Like many of us, Long Beach, CA-based artist Robert Pokorny made mixtapes as a young man. Back then, making a mixtape was an art in and of itself; the meticulous planning of the song sequence so that each side starts and ends strong, or the often customized nature of making a one-off tape for a crush or a potential new friend. I think it’s safe to say you’ll find that most of the people who put their heart and soul into creating these types of things went on to have music play a heavy role in their lives in one way or another.
Sure enough, he’s kept music close by his side. He’s done many posters for clubs, indie bands, and record labels. Most notably, Phish, J Mascis, My Morning Jacket, and Sparklehorse, among many others. The latter led him to be the artist responsible for Sparklehorse’s final album “Dreamt For Light Years.
All of this is in addition to the abstract, cubist-like portraiture that he exhibits in galleries all over. He’s quite prolific. His 2021 solo show “Thinking, Staring & Smoking” debuted at Johansson Projects in Oakland, CA. This particular show seemed extra special because the series of paintings exhibited focused on escapism during the pandemic. The pieces exclusively portrayed him and his wife at times of quiet reflection. He intentionally worked with a limited color palette (including many shades of gray), to represent the monotony of everyday life at that time. You can see photos from that show here.
Robert has included some classics from Camper Van Beethoven, Pavement, Neil Young, Tom Waits, the Velvet Underground, and more on his playlist at the bottom of the page. Go click play and read my interview below.
First album you bought?
I was 10 or 11 and bought AC/DC Highway to Hell and Back in Black together. This was rock! This was dangerous! I was hooked. I remember the feeling of holding the vinyl staring, and absorbing all the album information, and how intoxicating it was to a young kid.
Last album you bought?
Well, I bought 3 the other day at Fingerprints in Long Beach.
Bob Dylan – Infidels
Silver Jews – American Water
The Skygreen Leopards – Disciples of California.
It’s so overwhelming in a record store. I try to go in with a plan but still get a little deer in the headlight look.
Talk Talk at Oakwood Lake Resort
This was right after It’s My Life came out.
I can still see Mark Hollis singing up on stage, very enigmatic.
Dead and Company at the Forum
Was there one album that made a significant impression on you?
Talk Talk – Spirit of Eden
I was in Junior College (1988) when it came out. I already was anticipating it. I knew their previous albums had progressed in quite extraordinary ways and was excited for this new album. Back then there wasn’t much hype or information. So, the day it was released I went to the record store, and actually, I got the cassette put it on in my car, and drove home through kind of a rural area with orchards (this music was made with nature in mind). At first, it was perplexing. I had to turn it up a little louder than what I might normally put it at because it was so sparse and quiet, but then it would get loud. It could have been easily been dismissed if you weren’t committed. It demanded your attention and either you were intrigued by this new record or you were upset by it. I couldn’t really fully comprehend what I was hearing. I knew it was something extraordinary and realized that this was Art! (my first experience of this feeling). I drove home playing this in utter disbelief. I then drove over to my friend’s house at the end of the block. He was a drummer (Led Zeppelin fiend) and a friend with whom I shared music with. We sat in the car and just both tried to take it in. He was as dumbfounded as I was and we sat there flattened by what music could be. This was a vision, every note seemed to have a purpose, no compromising. It really set the bar for me as to what music or art could become for the artist, I was forever changed. I still cite them as an influence.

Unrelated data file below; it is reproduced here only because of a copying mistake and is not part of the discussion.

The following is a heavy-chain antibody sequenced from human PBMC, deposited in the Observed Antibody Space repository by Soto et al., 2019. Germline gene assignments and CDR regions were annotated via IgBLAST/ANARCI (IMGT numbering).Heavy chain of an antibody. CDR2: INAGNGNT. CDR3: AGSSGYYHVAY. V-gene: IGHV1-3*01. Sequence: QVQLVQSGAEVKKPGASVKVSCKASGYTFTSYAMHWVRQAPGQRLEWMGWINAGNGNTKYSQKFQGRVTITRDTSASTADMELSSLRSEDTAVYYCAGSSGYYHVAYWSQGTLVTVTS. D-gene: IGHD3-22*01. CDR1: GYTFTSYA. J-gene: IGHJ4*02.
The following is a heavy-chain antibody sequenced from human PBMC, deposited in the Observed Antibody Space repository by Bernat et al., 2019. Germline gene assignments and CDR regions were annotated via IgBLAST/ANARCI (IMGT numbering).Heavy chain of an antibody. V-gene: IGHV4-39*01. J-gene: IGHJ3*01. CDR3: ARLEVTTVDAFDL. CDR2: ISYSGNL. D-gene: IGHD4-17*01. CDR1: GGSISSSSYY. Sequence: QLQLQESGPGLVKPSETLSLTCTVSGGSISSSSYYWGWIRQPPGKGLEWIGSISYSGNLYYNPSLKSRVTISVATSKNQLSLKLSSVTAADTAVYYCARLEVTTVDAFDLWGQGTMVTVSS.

Who is your musical hero?
That’s hard. Heroes – Mark Hollis, Neil Young, The Clash, Talking Heads, Bob Dylan, Tom Petty, Beatles, Rolling Stones, Led Zeppelin. This is the core but I could go on…This is an ever-expanding area and shifts throughout your life. Artists, musicians, songs, paintings all have their time and depend on the context of where I’m at in life.
How important is music to your creative process?
Super important. I have music on all day long. It’s the first thing I do when I walk into the studio. It sets the mood, intentions, supplies inspiration, information. It can pick you up when you’re exhausted and push me forward. Lyrics sneak into titles all the time.
BONUS: What is your favorite album cover of all time (and why)?
So many great covers for different reasons. This is such an added bonus to making a great record too. Too many, too hard but I will choose one that has a painting on it. Charles Mingus Ah Um with cover art by S. Neil Fujita. Outstanding painting, great visual vocabulary, it just evokes the feeling of jazz and was probably what first piqued my interest in abstract art. I love all the album covers S. Neil Fujita did.
BONUS #2: Any visual artist(s) you’d like to see answer these questions?
Matt F Fisher, Paul Housley, Luke Hannam, Francisco Mendes Moreira, Brian Alfred, and Jay Gaskill
Take the Skinheads Bowling – Camper Van Beethoven
Cut Your Hair – Pavement
Dirty, Dirty – Crazy Horse
Walking Spanish – Tom Waits
Rabbit One – Masters of Reality
Maybe Someday Maybe Never – Dennis Stoner
Free’s – Bill Callahan
C’est Normal – Brigitte Fontaine & Areski Belkacem
Primitive Painters – Felt
Storyline Fever – Purple Mountains
I’ve Got a Feeling – the Beatles
Oh! Sweet Nuthin’ – the Velvet Underground
Observatory Crest – Captain Beefheart & His Magic Band
On the Beach – Neil Young
Highlands – Bob Dylan